Consanguinity is being related by blood within seven prohibited degrees at that time, affinity is and followed the same rules of consanguinity while spiritual affinity related to God-parentage. Because the marriage between William and Matilda did take place, by most accounts about Surnames or topics. The objection to the marriage of the Queen's sister with the Duc de by the Prelate who officiated asking the following questions:— “Senora Donna Isabella II. of and Highness impediments of consanguinity, affinity, or spiritual relationship. Relationships of Consanguinity - Two people are related to each other by consanguinity if one is a descendant of the other or if they share a common ancestor.
For spiritual and bodily union are disparate and differ generically. Therefore carnal union which is between husband and wife cannot be the means of contracting a spiritual relationship. Objection 2 Further, the godfather and godmother have more in common in the spiritual birth that is the cause of spiritual relationship, than a husband, who is godfather, has with his wife. Now godfather and godmother do not hereby contract spiritual relationship.
The Radical Catholic: The Choice of Mate
Therefore neither does a wife contract a spiritual relationship through her husband being godfather to someone. Objection 3 Further, it may happen that the husband is baptized, and his wife not, for instance when he is converted from unbelief without his wife being converted.
Now spiritual relationship cannot be contracted by one who is not baptized. Therefore it does not always pass from husband to wife.
Objection 4 Further, husband and wife together can raise a person from the sacred font, since no law forbids it. If therefore spiritual relationship passed from husband to wife, it would follow that each of them is twice godfather or godmother of the same individual: On the contrary Spiritual goods are more communicable than bodily goods.
But the bodily consanguinity of the husband passes to his wife by affinity. The claims of society demand that neither girl should be kept in a false position. The previous partner, too, may have legal rights to compensation for breach of promise. Then again there is the ecclesiastical aspect of the matter. The law has recently been changed, and henceforth only those engagements hold good in ecclesiastical law which have been made in writing, signed by both parties and signed by the parish priest or ordinary, or at least two witnesses.
Of course, couples may marry lawfully without such an agreement in writing, but without such an agreement the engagement will not be binding in conscience or produce any canonical effect. It would produce a legal effect and a social effect; it would hold good in the eyes of the law of the country and in the eyes of all respectable society.
Nay, more, although there would be no obligation to marry, although the espousals were invalid, through want of proper formality, still those invalid espousals would render a person liable to all due restitution or damages just as if they were valid.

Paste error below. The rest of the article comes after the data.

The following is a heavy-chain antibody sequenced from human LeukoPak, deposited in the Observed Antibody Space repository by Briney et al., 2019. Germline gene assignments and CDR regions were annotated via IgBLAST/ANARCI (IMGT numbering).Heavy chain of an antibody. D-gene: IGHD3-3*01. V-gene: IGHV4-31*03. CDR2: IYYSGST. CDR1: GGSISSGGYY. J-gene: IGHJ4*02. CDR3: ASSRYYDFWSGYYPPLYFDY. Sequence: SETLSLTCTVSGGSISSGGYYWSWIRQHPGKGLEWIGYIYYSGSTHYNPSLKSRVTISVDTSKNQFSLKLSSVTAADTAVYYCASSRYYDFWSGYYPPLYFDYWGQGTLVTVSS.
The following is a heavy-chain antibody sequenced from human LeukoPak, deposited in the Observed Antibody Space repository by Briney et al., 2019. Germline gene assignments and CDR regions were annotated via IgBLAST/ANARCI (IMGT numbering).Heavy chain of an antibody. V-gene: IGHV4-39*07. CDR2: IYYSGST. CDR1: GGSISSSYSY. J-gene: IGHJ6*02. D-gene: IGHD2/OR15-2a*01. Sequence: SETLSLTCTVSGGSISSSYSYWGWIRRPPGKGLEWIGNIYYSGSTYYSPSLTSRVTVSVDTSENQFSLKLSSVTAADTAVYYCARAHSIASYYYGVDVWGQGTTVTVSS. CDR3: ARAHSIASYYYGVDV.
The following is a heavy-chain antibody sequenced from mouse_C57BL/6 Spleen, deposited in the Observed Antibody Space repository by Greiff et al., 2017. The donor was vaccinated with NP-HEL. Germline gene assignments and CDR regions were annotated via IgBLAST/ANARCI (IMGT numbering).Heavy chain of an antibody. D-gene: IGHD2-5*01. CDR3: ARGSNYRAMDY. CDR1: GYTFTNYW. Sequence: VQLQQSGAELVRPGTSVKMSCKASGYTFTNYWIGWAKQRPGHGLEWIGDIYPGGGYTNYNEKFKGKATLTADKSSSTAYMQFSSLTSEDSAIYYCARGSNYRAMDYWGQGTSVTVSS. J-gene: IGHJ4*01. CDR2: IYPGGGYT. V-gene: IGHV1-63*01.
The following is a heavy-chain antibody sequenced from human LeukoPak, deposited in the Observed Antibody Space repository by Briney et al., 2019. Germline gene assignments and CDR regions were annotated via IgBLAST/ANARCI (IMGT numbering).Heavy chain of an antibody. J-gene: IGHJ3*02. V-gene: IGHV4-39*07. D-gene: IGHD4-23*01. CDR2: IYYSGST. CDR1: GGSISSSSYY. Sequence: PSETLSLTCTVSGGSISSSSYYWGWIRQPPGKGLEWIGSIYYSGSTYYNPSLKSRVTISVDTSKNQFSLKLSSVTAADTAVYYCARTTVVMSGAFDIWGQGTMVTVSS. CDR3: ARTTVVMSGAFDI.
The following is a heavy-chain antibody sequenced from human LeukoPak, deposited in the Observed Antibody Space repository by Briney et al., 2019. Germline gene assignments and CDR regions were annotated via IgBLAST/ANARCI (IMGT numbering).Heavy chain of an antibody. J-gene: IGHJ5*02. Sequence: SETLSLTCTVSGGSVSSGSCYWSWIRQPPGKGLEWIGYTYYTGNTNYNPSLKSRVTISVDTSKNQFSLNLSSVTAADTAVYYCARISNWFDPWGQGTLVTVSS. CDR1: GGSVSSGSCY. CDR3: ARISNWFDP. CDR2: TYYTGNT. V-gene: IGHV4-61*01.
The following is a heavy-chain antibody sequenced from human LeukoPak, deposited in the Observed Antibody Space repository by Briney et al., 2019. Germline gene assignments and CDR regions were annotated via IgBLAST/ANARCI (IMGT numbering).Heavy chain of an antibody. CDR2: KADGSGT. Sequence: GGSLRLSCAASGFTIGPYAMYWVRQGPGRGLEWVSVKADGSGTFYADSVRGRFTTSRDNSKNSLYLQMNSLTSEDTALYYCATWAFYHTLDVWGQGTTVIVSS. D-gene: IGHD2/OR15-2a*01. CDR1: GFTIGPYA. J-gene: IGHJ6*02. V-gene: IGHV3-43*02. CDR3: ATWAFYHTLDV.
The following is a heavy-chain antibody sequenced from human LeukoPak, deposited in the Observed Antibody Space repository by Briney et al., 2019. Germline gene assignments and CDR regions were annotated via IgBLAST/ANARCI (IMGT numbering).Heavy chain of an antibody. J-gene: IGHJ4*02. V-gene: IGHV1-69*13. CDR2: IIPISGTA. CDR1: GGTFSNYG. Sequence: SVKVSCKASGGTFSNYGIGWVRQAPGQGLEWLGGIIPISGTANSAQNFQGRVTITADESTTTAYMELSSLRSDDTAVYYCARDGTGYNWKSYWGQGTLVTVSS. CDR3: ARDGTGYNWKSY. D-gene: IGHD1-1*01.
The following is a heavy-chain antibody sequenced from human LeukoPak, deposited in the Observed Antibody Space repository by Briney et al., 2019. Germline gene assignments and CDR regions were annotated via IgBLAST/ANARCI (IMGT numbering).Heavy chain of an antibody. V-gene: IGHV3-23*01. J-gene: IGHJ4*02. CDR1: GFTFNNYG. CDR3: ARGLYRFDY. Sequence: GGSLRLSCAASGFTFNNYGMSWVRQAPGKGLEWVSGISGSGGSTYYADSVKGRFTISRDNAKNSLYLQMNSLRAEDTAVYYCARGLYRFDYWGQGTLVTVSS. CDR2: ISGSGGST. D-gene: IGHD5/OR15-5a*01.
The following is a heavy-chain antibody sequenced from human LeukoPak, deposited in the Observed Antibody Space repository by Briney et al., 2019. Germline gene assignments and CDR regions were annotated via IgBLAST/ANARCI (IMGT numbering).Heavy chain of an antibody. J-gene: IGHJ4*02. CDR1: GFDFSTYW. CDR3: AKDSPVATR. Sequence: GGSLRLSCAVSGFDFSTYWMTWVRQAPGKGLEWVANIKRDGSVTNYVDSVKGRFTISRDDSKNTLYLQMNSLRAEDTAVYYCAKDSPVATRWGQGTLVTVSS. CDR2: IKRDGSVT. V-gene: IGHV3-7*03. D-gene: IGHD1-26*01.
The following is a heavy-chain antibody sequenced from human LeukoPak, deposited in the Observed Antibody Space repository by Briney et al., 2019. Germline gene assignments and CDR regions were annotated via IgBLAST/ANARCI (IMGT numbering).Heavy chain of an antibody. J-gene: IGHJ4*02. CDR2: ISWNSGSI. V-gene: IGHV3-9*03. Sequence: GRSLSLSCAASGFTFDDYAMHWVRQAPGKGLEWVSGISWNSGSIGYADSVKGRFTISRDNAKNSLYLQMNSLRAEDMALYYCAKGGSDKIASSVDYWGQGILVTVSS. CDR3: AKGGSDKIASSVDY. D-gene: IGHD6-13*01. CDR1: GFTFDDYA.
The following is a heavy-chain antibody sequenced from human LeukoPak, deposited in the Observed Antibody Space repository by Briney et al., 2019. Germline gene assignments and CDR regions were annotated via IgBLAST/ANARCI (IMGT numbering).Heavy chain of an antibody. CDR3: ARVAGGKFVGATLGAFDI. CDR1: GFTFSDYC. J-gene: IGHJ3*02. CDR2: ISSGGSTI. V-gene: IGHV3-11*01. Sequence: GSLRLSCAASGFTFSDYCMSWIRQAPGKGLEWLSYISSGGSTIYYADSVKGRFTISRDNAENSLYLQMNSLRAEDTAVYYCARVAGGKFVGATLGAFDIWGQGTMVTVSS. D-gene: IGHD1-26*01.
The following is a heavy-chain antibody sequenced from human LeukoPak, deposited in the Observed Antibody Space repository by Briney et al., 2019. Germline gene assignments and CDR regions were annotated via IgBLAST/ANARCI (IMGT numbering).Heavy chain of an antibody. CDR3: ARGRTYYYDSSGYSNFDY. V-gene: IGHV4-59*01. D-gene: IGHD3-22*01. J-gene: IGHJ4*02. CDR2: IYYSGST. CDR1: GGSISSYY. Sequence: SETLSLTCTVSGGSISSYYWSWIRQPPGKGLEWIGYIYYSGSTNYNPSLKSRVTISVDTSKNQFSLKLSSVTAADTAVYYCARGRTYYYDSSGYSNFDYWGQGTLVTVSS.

Thus the Church protects the weaker party in two ways. First, she gives the warning and protects young people against imprudent engagements - engagements entered into without deliberation, and under circumstances when innocence and ignorance hinder the due consideration of the dignity of the Sacrament. Secondly, she obliges the guilty party to make fitting restitution for all the material loss which the innocent party may have suffered in consequence.
Another impediment, similar to that of previous betrothal, is the impedimental vows. Obviously, a vow to do one thing is a hindrance to the making of a vow to do something contrary. So rarely, however, does this impediment arise that it may be left for individual treatment.
If there has been a vow of any kind, the matter should be mentioned to the confessor. Further, there are a number of impediments which not only render a marriage unlawful and sinful, but also null and void. Let us clearly understand the difference between what is unlawful and what is invalid. If I burn down my neighbor's haystack, it is validly burnt down, for there is no haystack left; but it is unlawfully burnt down.
My action is valid, but not lawful. If I shoot at my neighbor in the dark and miss him, my action is both unlawful and invalid. I have intended to take my neighbor's life, but have failed to do so.
Likewise, there may be certain attempts to get married which, on account of certain impediments, produce no effect. Such ceremonies are both unlawful and invalid.
It is the duty of the priest to inquire whether there be any such impediments before he allows the celebration to take place. Most of them are so rare as not to need public treatment. When the banns are published, the faithful are told that if they know of any impediment, either of consanguinity, affinity, or spiritual relationship, they are bound to declare the same as soon as possible.